Occupy Tundikhel hopes to reclaim the public spaces that are being encroached uponHemmed in on all sides, Tundikhel, which was once nearly four kilometres long, is a fraction of that size now.
Tundikhel, described by many as the ‘lungs of Kathmandu’, was once a wide-open expanse in the heart of the city. This public park once spanned nearly four kilometres, all the way from Rani Pokhari to Dashrath Stadium. But ever since the Rana era, successive governments have consistently chipped away at this prime land, cordoning off portions for private parks, roads, and for the exclusive use of the Nepal Army. Now, Tundikhel is barely half its original size, hemmed in on all sides.
Locals and activists have long protested this encroachment on an open space that has been so vital to the city, not just for recreation and leisure but also for relief and as staging ground during the earthquakes that have periodically struck Kathmandu. But the appropriation of public land has continued unabated.
A coalition of locals, environmentalists and heritage activists has had enough. On November 9, they are launching Occupy Tundikhel, a mass awareness campaign aimed at building public pressure to reclaim the space.
“This will be an apolitical movement. We want to tell the masses how our open spaces are being encroached upon and why they should be preserved,” said Vijaya Shrestha, coordinator of the Occupy Tundikhel campaign.
Shrestha was born and raised in the nearby Janabahal and has fond memories of playing in Tundikhel as a child, which is why he is personally invested in the campaign, he said.
“Tundikhel is our heritage. It is public property, and it should be protected for generations to come,” said 51-year-old Shrestha.
Tundikhel, one of the largest and most important of the Valley’s 83 open spaces, is currently partitioned off into Khula Manch, a 48-ropani open theatre, and the public grounds. In 2016, Kathmandu Metropolitan City had contracted Jaleshwor Swachhanda Bkoi Builders to build a view tower in the old bus park, leading the bus park to move to Khula Manch. The theatre space is now a parking lot for buses and an informal dump for construction materials.
“Tundikhel and Khula Manch have cultural value because these open spaces are associated with many Newar jatras,” said Ganapati Lal Shrestha, a conservationist. “This space has given birth to politicians, but now it is itself under threat of political influence.”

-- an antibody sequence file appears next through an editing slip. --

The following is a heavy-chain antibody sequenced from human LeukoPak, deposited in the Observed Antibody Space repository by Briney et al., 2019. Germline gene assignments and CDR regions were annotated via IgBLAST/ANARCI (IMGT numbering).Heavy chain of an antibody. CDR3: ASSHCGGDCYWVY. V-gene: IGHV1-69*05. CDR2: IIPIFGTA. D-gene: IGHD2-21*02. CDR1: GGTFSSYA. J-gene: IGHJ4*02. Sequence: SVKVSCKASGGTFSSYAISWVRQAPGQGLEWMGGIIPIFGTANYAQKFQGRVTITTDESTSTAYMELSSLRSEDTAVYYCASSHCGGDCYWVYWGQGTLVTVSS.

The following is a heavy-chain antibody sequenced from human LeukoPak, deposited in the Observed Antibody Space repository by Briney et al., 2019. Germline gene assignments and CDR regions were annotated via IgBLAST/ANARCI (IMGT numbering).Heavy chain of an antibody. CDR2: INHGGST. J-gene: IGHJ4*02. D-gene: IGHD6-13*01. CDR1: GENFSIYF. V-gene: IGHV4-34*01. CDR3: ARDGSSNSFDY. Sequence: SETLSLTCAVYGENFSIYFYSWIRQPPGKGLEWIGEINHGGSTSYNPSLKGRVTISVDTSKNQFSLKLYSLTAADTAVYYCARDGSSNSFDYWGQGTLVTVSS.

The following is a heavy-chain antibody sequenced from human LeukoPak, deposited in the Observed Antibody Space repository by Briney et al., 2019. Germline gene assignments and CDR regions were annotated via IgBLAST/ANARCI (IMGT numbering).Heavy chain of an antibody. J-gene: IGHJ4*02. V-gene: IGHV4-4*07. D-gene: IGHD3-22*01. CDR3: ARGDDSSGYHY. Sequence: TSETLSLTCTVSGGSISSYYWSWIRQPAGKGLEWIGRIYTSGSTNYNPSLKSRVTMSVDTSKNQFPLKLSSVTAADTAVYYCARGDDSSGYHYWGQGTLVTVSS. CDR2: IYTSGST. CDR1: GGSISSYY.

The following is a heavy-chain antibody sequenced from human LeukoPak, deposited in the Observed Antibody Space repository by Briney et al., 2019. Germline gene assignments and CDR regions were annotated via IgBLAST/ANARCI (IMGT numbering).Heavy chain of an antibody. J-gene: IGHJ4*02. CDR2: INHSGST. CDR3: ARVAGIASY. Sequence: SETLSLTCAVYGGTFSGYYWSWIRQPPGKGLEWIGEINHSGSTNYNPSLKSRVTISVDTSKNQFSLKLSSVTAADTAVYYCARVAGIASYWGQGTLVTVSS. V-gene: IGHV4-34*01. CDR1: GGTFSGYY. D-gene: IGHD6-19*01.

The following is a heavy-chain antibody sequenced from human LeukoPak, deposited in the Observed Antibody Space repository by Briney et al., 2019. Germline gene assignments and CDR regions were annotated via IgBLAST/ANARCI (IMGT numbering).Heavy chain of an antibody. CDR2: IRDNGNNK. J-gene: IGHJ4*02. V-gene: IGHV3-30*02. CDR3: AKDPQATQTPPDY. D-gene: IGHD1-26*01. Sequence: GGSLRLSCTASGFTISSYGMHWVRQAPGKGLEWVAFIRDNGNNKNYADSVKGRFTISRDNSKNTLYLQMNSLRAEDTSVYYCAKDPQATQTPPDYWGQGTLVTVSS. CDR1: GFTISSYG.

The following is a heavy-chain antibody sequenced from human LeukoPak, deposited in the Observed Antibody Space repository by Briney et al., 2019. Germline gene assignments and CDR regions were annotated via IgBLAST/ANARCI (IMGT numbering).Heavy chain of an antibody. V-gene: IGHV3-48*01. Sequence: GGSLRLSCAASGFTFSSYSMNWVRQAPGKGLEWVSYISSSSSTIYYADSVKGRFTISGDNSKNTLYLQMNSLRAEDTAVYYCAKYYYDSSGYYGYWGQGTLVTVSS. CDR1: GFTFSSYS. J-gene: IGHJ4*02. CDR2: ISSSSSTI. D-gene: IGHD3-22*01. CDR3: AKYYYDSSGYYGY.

The Nepal Army has also occupied a significant portion of Tundikhel, placing barbed wires across nearly half of the grounds and closing it off to the public. Although previous attempts to negotiate with the Army have not gone well, the administration said it was open to working with the public.
“If conservationists come up with a clear concern, we are ready to coordinate with them,” said Brigadier General Bigyan Dev Pandey, the Army spokesperson. “Our purpose is to serve the people based on the government’s decisions, and in the past, we have worked for greenery and open space.”
The Occupy Tundikhel campaign will see activists forming a human chain around Tundikhel, along with a series of events such as street plays, cultural processions, paintings, and poetry recitations, according to the organisers.
“This is a public event to preserve the lungs of our city. From the first day, November 9, which is observed as International Freedom Day, we will announce a series of other activities, until our concerns are addressed,” said Alok Siddhi Tuladhar, heritage conservationist and one of the organisers. “We are not going to raise funds or spend any specific amount of money for this event. The campaign hopes to include public figures, celebrities, sports icons and media persons in order to raise awareness.”
According to the organisers, they are even reaching out to President Bidya Devi Bhandari to gain political support.
Bhimsen Das Pradhan, a Member of Parliament from Kathmandu Constituency-6, said he has raised the issue of Tundikhel being encroached upon with Mayor Bidya Sundar Shakya on multiple occasions.
“I have even taken up the issue with President Bhandari,” said Pradhan, 62, a Kathmandu native who grew up playing in Tundikhel. “If the government fails to regain the lost portion of Tundikhel and work to protect the remaining space, people will one day reclaim it on their own. After all, it’s public property.”
Shrestha, the conservationist, hopes the Occupy Tundikhel campaign will also send a message to the land mafia that the public will not let them use any public space for their own benefits. “This is a voluntary movement to bring back our lost open spaces so that our children and grandchildren can breathe clean air,” said Shrestha.